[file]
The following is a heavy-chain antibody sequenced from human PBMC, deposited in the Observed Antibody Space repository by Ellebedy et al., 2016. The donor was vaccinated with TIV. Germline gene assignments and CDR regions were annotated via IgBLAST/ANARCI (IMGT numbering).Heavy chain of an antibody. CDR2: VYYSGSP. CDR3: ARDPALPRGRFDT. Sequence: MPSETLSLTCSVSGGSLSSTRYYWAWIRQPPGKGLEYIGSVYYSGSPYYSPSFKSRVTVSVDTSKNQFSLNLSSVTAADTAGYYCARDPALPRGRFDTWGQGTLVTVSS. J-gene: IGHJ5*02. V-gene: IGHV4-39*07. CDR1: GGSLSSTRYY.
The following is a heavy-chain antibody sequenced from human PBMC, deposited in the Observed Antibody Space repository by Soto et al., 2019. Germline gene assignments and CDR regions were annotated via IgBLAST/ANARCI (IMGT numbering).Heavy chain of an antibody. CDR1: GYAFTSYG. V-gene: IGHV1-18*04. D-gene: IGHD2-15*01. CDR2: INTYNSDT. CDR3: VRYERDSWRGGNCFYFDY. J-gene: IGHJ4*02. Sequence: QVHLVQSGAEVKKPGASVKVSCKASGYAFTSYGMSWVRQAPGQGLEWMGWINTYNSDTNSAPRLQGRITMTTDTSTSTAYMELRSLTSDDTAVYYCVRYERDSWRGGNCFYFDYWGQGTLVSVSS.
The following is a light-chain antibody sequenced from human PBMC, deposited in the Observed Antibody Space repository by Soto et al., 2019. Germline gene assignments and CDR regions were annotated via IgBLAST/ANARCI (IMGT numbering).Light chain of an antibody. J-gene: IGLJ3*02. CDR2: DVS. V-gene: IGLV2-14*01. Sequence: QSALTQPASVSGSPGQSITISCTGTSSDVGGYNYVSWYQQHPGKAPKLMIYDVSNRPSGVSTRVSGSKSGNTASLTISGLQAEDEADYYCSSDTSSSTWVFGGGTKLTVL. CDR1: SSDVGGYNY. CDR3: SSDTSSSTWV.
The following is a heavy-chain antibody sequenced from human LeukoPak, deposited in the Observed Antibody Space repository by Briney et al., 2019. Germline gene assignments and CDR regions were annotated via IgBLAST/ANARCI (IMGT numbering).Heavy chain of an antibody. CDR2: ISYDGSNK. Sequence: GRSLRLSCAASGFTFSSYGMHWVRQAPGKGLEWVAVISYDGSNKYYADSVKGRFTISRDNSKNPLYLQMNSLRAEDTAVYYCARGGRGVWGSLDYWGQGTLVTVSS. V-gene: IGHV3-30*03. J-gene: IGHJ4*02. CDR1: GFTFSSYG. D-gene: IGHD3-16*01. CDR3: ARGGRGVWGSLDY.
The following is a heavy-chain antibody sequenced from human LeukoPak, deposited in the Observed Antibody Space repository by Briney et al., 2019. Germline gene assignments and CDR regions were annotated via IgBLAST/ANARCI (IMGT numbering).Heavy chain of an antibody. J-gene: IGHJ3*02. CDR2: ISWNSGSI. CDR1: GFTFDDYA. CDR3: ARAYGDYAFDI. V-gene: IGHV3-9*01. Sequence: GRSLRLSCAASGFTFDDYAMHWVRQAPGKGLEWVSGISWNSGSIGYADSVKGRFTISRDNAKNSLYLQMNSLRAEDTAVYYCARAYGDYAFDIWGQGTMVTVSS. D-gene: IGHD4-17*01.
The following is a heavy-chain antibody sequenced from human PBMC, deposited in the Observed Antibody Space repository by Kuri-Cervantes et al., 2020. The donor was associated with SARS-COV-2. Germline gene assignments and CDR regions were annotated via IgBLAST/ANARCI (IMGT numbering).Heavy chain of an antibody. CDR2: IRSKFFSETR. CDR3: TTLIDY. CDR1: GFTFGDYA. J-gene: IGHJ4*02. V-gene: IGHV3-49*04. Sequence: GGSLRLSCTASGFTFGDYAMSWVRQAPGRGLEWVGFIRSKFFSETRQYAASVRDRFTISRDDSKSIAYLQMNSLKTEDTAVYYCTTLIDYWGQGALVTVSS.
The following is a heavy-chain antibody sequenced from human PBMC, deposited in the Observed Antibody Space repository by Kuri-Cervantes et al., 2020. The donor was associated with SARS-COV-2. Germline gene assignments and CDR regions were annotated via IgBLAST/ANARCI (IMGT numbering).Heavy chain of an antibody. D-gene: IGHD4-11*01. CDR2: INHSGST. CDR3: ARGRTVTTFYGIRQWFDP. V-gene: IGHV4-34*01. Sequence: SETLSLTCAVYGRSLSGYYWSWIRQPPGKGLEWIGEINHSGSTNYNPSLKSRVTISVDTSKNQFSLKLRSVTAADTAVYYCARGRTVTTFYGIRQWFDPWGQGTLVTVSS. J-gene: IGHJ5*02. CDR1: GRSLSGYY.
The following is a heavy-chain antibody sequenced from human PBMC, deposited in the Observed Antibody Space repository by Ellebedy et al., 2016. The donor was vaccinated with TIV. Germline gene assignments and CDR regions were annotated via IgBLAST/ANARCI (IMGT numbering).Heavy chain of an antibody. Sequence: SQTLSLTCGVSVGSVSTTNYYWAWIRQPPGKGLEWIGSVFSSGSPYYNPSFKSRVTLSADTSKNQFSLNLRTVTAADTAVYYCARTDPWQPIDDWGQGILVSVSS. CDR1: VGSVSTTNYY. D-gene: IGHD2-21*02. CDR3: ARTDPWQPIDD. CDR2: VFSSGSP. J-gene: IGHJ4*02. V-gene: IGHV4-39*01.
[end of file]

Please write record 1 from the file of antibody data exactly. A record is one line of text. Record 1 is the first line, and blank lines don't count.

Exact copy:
The following is a heavy-chain antibody sequenced from human PBMC, deposited in the Observed Antibody Space repository by Ellebedy et al., 2016. The donor was vaccinated with TIV. Germline gene assignments and CDR regions were annotated via IgBLAST/ANARCI (IMGT numbering).Heavy chain of an antibody. CDR2: VYYSGSP. CDR3: ARDPALPRGRFDT. Sequence: MPSETLSLTCSVSGGSLSSTRYYWAWIRQPPGKGLEYIGSVYYSGSPYYSPSFKSRVTVSVDTSKNQFSLNLSSVTAADTAGYYCARDPALPRGRFDTWGQGTLVTVSS. J-gene: IGHJ5*02. V-gene: IGHV4-39*07. CDR1: GGSLSSTRYY.